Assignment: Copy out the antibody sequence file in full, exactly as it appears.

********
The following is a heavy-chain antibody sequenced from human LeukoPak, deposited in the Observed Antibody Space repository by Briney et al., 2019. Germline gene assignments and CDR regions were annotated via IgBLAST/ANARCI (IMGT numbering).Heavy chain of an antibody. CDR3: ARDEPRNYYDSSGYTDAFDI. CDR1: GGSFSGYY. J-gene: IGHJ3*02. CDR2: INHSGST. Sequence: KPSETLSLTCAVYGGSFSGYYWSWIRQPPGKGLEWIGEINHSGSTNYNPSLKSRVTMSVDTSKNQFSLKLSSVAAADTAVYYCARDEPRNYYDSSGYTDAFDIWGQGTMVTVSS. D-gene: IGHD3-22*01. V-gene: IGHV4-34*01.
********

The following is a heavy-chain antibody sequenced from human LeukoPak, deposited in the Observed Antibody Space repository by Briney et al., 2019. Germline gene assignments and CDR regions were annotated via IgBLAST/ANARCI (IMGT numbering).Heavy chain of an antibody. CDR3: ARDEPRNYYDSSGYTDAFDI. CDR1: GGSFSGYY. J-gene: IGHJ3*02. CDR2: INHSGST. Sequence: KPSETLSLTCAVYGGSFSGYYWSWIRQPPGKGLEWIGEINHSGSTNYNPSLKSRVTMSVDTSKNQFSLKLSSVAAADTAVYYCARDEPRNYYDSSGYTDAFDIWGQGTMVTVSS. D-gene: IGHD3-22*01. V-gene: IGHV4-34*01.